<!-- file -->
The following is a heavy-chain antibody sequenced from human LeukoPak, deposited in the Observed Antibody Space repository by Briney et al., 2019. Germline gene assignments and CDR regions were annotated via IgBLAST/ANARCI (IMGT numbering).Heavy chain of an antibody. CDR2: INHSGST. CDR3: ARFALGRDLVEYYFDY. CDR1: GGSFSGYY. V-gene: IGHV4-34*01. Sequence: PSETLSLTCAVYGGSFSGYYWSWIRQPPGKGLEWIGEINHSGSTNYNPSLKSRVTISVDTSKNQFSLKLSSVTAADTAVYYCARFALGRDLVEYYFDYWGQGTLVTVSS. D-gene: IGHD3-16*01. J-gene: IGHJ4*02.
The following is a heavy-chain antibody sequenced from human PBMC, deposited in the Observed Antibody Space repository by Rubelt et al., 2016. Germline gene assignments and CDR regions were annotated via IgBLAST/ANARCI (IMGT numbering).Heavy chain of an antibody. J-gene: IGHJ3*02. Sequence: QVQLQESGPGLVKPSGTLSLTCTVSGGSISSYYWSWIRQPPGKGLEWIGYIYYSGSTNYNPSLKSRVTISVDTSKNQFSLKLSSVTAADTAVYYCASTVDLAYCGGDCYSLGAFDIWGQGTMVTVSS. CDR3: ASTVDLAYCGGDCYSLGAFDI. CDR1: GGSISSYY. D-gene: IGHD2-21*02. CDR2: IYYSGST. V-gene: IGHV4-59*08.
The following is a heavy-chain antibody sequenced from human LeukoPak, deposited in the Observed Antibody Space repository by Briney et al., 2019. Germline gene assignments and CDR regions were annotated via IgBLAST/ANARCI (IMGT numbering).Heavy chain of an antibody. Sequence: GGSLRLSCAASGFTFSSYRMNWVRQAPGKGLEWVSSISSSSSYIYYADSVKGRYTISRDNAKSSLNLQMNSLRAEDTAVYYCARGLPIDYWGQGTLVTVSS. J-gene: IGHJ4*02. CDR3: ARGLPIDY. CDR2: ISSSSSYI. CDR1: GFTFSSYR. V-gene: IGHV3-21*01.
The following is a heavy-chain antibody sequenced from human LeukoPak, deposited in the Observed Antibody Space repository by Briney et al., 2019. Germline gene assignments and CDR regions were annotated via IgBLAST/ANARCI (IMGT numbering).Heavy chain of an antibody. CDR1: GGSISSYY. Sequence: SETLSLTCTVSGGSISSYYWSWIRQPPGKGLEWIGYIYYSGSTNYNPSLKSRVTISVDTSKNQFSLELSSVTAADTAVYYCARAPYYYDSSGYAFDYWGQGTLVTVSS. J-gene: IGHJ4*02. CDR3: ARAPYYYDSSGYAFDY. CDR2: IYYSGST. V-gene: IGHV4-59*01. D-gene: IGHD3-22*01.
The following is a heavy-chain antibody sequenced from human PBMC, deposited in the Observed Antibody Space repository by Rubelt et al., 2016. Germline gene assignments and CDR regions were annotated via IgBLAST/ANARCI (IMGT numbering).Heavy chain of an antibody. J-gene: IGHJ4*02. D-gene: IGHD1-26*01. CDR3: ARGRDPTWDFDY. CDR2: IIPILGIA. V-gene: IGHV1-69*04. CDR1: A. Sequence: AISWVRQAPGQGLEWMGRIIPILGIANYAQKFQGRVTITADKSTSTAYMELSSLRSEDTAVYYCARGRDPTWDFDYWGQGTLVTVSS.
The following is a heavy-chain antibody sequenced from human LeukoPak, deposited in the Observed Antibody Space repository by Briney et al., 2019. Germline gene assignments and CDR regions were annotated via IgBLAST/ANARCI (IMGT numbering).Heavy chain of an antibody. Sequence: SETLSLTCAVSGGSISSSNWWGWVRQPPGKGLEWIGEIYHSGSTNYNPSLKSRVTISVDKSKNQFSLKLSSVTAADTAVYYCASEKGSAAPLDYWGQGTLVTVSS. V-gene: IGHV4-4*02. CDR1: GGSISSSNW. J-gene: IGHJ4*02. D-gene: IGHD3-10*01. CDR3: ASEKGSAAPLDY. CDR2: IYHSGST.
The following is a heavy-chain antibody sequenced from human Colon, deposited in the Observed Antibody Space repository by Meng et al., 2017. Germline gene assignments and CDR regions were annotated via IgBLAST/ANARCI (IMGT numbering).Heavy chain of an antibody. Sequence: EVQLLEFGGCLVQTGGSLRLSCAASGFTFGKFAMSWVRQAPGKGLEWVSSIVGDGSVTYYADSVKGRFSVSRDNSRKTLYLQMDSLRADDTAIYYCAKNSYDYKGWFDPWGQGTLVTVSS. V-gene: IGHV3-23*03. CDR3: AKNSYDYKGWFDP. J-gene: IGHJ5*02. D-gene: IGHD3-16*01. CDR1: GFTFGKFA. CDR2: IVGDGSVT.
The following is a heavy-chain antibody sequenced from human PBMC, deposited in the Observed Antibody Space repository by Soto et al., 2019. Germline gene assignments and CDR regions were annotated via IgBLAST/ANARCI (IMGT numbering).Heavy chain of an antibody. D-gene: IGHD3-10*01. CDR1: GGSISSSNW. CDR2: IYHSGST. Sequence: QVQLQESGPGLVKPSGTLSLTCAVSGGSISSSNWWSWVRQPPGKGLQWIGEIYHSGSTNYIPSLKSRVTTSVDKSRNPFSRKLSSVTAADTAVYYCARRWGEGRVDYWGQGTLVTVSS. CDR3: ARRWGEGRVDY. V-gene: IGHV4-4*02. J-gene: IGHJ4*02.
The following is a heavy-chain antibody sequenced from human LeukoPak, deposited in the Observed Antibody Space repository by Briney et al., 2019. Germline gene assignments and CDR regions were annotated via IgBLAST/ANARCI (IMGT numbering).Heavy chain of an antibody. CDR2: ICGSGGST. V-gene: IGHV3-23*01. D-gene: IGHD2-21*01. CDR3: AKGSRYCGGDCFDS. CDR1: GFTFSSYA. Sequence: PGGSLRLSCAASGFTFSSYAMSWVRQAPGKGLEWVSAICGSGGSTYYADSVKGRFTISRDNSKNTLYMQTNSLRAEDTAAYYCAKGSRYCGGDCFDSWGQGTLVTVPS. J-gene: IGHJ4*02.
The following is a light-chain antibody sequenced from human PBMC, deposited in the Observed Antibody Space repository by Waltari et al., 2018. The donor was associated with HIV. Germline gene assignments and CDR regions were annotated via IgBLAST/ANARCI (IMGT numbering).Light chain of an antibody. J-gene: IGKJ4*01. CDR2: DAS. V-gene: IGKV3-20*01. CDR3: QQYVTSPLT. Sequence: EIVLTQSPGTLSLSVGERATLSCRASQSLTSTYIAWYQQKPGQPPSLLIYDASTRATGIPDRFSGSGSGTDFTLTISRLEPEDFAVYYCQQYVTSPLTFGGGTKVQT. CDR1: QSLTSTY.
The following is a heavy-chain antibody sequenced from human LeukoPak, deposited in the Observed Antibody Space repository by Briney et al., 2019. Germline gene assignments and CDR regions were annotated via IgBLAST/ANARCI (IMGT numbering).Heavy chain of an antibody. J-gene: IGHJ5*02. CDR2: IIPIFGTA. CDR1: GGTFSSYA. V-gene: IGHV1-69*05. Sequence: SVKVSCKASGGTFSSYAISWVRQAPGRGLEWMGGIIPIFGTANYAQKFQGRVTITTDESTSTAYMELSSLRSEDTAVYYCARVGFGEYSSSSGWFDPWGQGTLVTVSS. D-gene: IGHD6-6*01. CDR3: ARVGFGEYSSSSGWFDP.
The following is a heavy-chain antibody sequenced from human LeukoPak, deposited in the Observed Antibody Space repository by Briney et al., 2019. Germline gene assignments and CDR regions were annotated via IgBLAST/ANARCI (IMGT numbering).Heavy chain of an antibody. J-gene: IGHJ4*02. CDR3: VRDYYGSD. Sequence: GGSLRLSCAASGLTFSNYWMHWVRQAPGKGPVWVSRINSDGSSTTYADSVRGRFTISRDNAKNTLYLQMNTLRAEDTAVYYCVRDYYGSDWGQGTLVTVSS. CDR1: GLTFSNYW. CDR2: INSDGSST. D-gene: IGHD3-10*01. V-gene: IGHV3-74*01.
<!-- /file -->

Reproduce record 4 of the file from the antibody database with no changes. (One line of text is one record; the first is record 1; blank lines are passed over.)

The following is a heavy-chain antibody sequenced from human LeukoPak, deposited in the Observed Antibody Space repository by Briney et al., 2019. Germline gene assignments and CDR regions were annotated via IgBLAST/ANARCI (IMGT numbering).Heavy chain of an antibody. CDR1: GGSISSYY. Sequence: SETLSLTCTVSGGSISSYYWSWIRQPPGKGLEWIGYIYYSGSTNYNPSLKSRVTISVDTSKNQFSLELSSVTAADTAVYYCARAPYYYDSSGYAFDYWGQGTLVTVSS. J-gene: IGHJ4*02. CDR3: ARAPYYYDSSGYAFDY. CDR2: IYYSGST. V-gene: IGHV4-59*01. D-gene: IGHD3-22*01.